Andy Peart: A lot of the conversation so far has been in building individual artificially intelligent assistants and interfaces. I think the next step is going to be about how you can build an ecosystem of these natural language applications and get them to speak to each other. That’s the subject of a number of patents that we have lumped together into the Teneo network of knowledge.
In a nutshell, that is about providing this ecosystem of intelligent assistants with know-how for handover when a specific query is asked. At the moment, on Siri for example if you want to book a flight, it would say, “Okay, let me open the relevant webpage for you.”
Wouldn’t it be so much better if you’re able to ask, “I’m looking for a flight to San Francisco tomorrow.” It knows the time you always fly British Airways because it’s learned by behaviour. It also knows that you always like a window seat. It would go off and hand over to the British Airways natural language application and come back with, “There’s a flight at 9:40 tomorrow morning. Here’s the relevant details. Are you interested?” It provides much more intuitive and seamless responses through a network. In effect, you’re providing an army of intelligent applications and not just an individual.
Sramana Mitra: You’re saying that there will be assistants on the business side and the consumer side that will be able to interface with one another and close the loop of transactions in this mode that are much more seamless and much faster.
Andy Peart: I absolutely believe so. I think that’s where it’s going. You touched on the enterprise side. What we’ve been talking about is consumer. Of course, people working in enterprises are also consumers and know what they want. This is really when Slack is starting to make a little bit of ground in bringing the concepts that can be enhanced with natural language into the enterprise.
Sramana Mitra: You talked about this in your Shell example. The distributor network of Shell interfaces with the Shell corporate to answer the questions of the distributors and fulfill the request of the distributor. You have a whole dialogue flow that digitizes that somehow so that flow can happen in a much more efficient way. That’s an example of enterprise workflow becoming automated through dialogue flows where you do not need people at every step to be answering those questions.
Andy Peart: Let me just jump in a 30-second scenario just to illustrate another use. This particular example is with a company called Unibet, which is an online gaming company. They’re a massive organization operating in 50 countries worldwide with millions of users. What they are wanting to do is targetnew sets of customers – people who have not placed a bet, who are not likely to go into a betting shop, or hate the thought of going on an online gambling site but might wish to put a bet on England to win the World Cup next year.
I want the app to be able to understand what I’m talking about and not talk to me in betting jargon because I just don’t understand any of it. I want to be able to be handheld through the whole process. That’s exactly what Unibet has done by speech-enabling their mobile betting up to be able to target people like me and to make the in-game betting experience better for the hardened gambler. They make it much more intuitive using natural language.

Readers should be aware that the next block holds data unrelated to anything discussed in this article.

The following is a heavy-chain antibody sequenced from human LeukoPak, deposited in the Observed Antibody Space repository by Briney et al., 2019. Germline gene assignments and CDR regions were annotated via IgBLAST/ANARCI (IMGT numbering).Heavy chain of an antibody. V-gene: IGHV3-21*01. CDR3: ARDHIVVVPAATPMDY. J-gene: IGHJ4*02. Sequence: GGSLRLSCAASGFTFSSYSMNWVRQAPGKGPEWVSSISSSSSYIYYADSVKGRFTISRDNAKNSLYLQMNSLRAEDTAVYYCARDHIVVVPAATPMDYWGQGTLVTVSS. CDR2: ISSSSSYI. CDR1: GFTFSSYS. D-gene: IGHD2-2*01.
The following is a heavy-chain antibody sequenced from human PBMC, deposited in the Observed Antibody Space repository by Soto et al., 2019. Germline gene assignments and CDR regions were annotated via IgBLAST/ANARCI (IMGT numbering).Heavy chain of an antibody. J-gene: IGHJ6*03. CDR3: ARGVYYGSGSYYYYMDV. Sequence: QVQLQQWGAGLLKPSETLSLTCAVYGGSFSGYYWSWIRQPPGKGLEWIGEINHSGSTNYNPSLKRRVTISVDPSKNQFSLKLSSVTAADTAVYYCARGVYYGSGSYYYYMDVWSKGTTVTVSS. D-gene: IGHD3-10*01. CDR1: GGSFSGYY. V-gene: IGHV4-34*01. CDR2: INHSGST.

Sramana Mitra: It’s very interesting. Right now, we’re going through a renaissance in artificial intelligence. For many years, artificial intelligence didn’t really take off. I’ve worked on artificial intelligence applications way back in the late 90s and it really didn’t take off at that time at all.
Andreas Wieweg: Adding a bit more on this, there are also various trends converging, supplementing, and complementing each other. It is the resurgence of AI. It is, of course, a machine power. Then it is about wearables, which is also driving the speech modality because it’s pretty hard to text on a little ring. Then you have virtual reality, which is finally starting to appear.
In a similar way that Echo device teaches people to communicate with voice, that’s going to happen with virtual reality. We have the enterprises and we have the small home. You have conversational search. You have smart home. You have toys, games, and wearables. All of these are strong trends in their own right. You have AI, conversational, and then interacting in the natural way. Put all these things together and that is where we sit. It is our challenge to build a platform allowing people to create applications for this wide range I just outlined.
Sramana Mitra: Is the company a venture-funded company? What are the particulars about the company?
Andy Peart: We’re a private company. We are backed by several VCs but the prime VC is an organization called Scope that has funded the massive R&D effort that has gone into the Teneo platform. More by luck than judgement, we absolutely have the product that’s right for this suddenly blossoming emerging market. We’re excited. The real difference that we believe we have is the fact that we have a platform that can be used for all sorts of things.
It can range from VR companies who are wanting to speech-enable the characters in their gaming package so they can be humanlike and conversational, through to enterprises like Vodafone, one of our clients that wants to improve the customer experience through these intelligent systems. It doesn’t matter because we’ve built this conversational platform.
Sramana Mitra: Very good. Terrific. I really enjoyed listening to your story.